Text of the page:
Insects and other foods the trout may be eating:
1. Blue-winged Olives
2 . Green Sedges (Caddis)
3. Cinnamon Caddis (mostly Abrams Creek)
4. Little Sister Caddis (mostly Abrams Creek)
5. LIght Cahills
6. Little Short-horned Sedges
7. American March Browns
8. Pale Evening Duns
9. Giant Black Stoneflies
10. Little Yellow Stoneflies
11. Streamers (Sculpin, Minnows)
12. Inch Worms
Visit Our Booth May 14 and 15 At Troutfest 2011
Little Yellow Stoneflies (Perlodidae Family) - Imitating the
As mentioned previously, these nymphs crawl out of the water during the evenings
and emerge into adult stoneflies. They move from their fast water habitat by
crawling along the bottom to the banks and then crawling out on the banks as
nymphs. The trout look for them along the banks. The ideal place to present an
imitation of the nymph is near the edge of the streams close to the banks.
The best time to begin fishing an imitation of the nymph is about sunset. If it's
heavily overcast you may want to start earlier in the afternoon. The ideal areas are
the fast water runs and riffles. If you fish the nymph the normal way you do most
nymphs, you will probably spook the trout looking for the naturals along the bank.
There are two basic approaches, depending on the amount of trees and bushes
along the banks.
If you fish one of the uncommon areas along the banks of a stream that is clear of
trees and bushes, you should stay back away from the bank several feet and fish
the water close to the banks. Remember, trout may be able to hear the low
frequency sound made by a person walking along a bank through their lateral line
and they will also be easily spooked easily by your movements if you get too close
to them. If you just walk up to the edge of a stream and cast or wade into the water,
you will probably spook the very trout your trying to catch. If you are wading, and of
course in most cases you will probably have to in order to be able to reach most
areas along the banks, you should first stay well back away from the bank and fish
the area along the bank where you plan on entering the water.
When you wade into the water, move away from the bank you intend to fish ten to
twenty feet and fish the nymph down and across allowing the nymph to swing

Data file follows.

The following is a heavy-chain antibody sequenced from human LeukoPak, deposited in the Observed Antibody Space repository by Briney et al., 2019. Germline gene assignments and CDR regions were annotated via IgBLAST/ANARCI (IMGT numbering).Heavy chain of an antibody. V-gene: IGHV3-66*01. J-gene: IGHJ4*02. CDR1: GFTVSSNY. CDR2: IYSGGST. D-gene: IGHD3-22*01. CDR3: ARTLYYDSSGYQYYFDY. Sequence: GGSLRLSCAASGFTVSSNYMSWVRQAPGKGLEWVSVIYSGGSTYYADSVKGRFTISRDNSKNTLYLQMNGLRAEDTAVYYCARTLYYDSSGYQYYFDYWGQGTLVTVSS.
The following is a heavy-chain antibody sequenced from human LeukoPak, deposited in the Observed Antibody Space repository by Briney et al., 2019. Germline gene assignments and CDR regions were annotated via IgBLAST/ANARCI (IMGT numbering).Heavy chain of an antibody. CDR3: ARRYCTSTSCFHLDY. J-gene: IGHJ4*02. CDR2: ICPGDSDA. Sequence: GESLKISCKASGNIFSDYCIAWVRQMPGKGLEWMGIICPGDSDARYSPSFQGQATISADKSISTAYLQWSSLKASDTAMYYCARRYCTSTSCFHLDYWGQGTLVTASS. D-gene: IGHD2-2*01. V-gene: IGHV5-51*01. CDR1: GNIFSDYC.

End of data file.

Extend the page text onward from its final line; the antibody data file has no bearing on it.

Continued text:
back around all the way to the bank. Make the down and across presentation out in
the stream towards the middle (or opposite bank if it's a very small stream). Mend
your line to help get the fly down close to or on the bottom. You will probably need
to add weight to help keep the fly down. Slowly swing the tip of the rod all the way
around directing downstream and then continuing the swing, all the way around
towards the bank. You should end the swing with the tip of the rod pointed towards
the bank. This will swing the fly all the way up to the bank in the area you are
attempting to fish. Continue to move downstream a step or two each cast covering
the water along the bottom from out in the stream all the way up to the bank. This is
the same approach you would normally use to swinging a wet fly or soft hackle fly
except you want the nymph to stay as close to the bottom as possible.
You will need to make longer cast than you are probably used to making in the
Smokies. Keep the fly twenty feet or more from you depending on the water. In
shallow water you may need to keep the fly as much as thirty feet or more from you
to keep from spooking the trout. Remember, the trout are facing you when you fish
in a downstream direction.
Make sure you keep the fly on the bottom. If it's swinging up off the bottom
mid depth or near the surface, you are not going to catch many fish. Weight it
down and keep it right on the bottom. When you pick it up slightly off the bottom,
the fly will swing towards the bank a few inches. Let it get back on the bottom
before you lift the rod again.
If you use this approach late in the afternoon during the time there's a Little Yellow
Stonefly hatch in progress, you will catch trout and usually plenty of them.
"Perfect Fly" Little Yellow Stonefly (Yellow Sally) Nymph
2011 James Marsh